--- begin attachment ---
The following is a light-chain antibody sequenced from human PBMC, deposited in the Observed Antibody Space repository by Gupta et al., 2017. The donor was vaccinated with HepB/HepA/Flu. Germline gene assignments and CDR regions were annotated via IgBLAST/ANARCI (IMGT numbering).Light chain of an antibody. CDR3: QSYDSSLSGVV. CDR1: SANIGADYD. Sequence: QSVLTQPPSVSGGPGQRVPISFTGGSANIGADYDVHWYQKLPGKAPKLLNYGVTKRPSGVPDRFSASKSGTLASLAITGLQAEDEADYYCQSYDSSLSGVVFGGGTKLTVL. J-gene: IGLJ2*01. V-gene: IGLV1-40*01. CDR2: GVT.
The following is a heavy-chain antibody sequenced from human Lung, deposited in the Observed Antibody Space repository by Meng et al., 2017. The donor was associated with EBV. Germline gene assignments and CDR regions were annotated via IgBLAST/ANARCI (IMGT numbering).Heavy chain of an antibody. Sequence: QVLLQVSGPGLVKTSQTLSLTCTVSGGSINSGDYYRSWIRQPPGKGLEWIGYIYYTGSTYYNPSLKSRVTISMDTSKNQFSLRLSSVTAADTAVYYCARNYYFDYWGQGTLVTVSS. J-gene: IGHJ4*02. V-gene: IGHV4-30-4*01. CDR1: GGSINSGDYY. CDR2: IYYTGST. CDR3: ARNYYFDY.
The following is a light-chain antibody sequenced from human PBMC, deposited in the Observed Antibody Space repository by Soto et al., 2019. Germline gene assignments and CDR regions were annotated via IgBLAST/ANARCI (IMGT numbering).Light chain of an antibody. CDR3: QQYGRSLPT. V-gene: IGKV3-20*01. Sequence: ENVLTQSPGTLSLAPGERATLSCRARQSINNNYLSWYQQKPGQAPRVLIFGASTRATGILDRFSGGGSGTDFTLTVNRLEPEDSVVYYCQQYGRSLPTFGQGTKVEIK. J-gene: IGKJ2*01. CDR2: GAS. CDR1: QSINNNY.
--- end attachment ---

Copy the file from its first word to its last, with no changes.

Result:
The following is a light-chain antibody sequenced from human PBMC, deposited in the Observed Antibody Space repository by Gupta et al., 2017. The donor was vaccinated with HepB/HepA/Flu. Germline gene assignments and CDR regions were annotated via IgBLAST/ANARCI (IMGT numbering).Light chain of an antibody. CDR3: QSYDSSLSGVV. CDR1: SANIGADYD. Sequence: QSVLTQPPSVSGGPGQRVPISFTGGSANIGADYDVHWYQKLPGKAPKLLNYGVTKRPSGVPDRFSASKSGTLASLAITGLQAEDEADYYCQSYDSSLSGVVFGGGTKLTVL. J-gene: IGLJ2*01. V-gene: IGLV1-40*01. CDR2: GVT.
The following is a heavy-chain antibody sequenced from human Lung, deposited in the Observed Antibody Space repository by Meng et al., 2017. The donor was associated with EBV. Germline gene assignments and CDR regions were annotated via IgBLAST/ANARCI (IMGT numbering).Heavy chain of an antibody. Sequence: QVLLQVSGPGLVKTSQTLSLTCTVSGGSINSGDYYRSWIRQPPGKGLEWIGYIYYTGSTYYNPSLKSRVTISMDTSKNQFSLRLSSVTAADTAVYYCARNYYFDYWGQGTLVTVSS. J-gene: IGHJ4*02. V-gene: IGHV4-30-4*01. CDR1: GGSINSGDYY. CDR2: IYYTGST. CDR3: ARNYYFDY.
The following is a light-chain antibody sequenced from human PBMC, deposited in the Observed Antibody Space repository by Soto et al., 2019. Germline gene assignments and CDR regions were annotated via IgBLAST/ANARCI (IMGT numbering).Light chain of an antibody. CDR3: QQYGRSLPT. V-gene: IGKV3-20*01. Sequence: ENVLTQSPGTLSLAPGERATLSCRARQSINNNYLSWYQQKPGQAPRVLIFGASTRATGILDRFSGGGSGTDFTLTVNRLEPEDSVVYYCQQYGRSLPTFGQGTKVEIK. J-gene: IGKJ2*01. CDR2: GAS. CDR1: QSINNNY.